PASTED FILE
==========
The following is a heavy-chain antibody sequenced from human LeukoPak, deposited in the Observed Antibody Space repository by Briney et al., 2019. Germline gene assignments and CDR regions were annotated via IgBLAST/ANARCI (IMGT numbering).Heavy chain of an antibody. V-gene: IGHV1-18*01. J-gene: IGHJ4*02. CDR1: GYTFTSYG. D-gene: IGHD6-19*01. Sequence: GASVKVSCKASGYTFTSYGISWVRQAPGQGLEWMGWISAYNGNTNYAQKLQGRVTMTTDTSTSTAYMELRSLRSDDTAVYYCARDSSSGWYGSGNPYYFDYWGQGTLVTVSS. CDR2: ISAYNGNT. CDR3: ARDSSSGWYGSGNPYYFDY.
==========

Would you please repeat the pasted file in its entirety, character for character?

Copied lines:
The following is a heavy-chain antibody sequenced from human LeukoPak, deposited in the Observed Antibody Space repository by Briney et al., 2019. Germline gene assignments and CDR regions were annotated via IgBLAST/ANARCI (IMGT numbering).Heavy chain of an antibody. V-gene: IGHV1-18*01. J-gene: IGHJ4*02. CDR1: GYTFTSYG. D-gene: IGHD6-19*01. Sequence: GASVKVSCKASGYTFTSYGISWVRQAPGQGLEWMGWISAYNGNTNYAQKLQGRVTMTTDTSTSTAYMELRSLRSDDTAVYYCARDSSSGWYGSGNPYYFDYWGQGTLVTVSS. CDR2: ISAYNGNT. CDR3: ARDSSSGWYGSGNPYYFDY.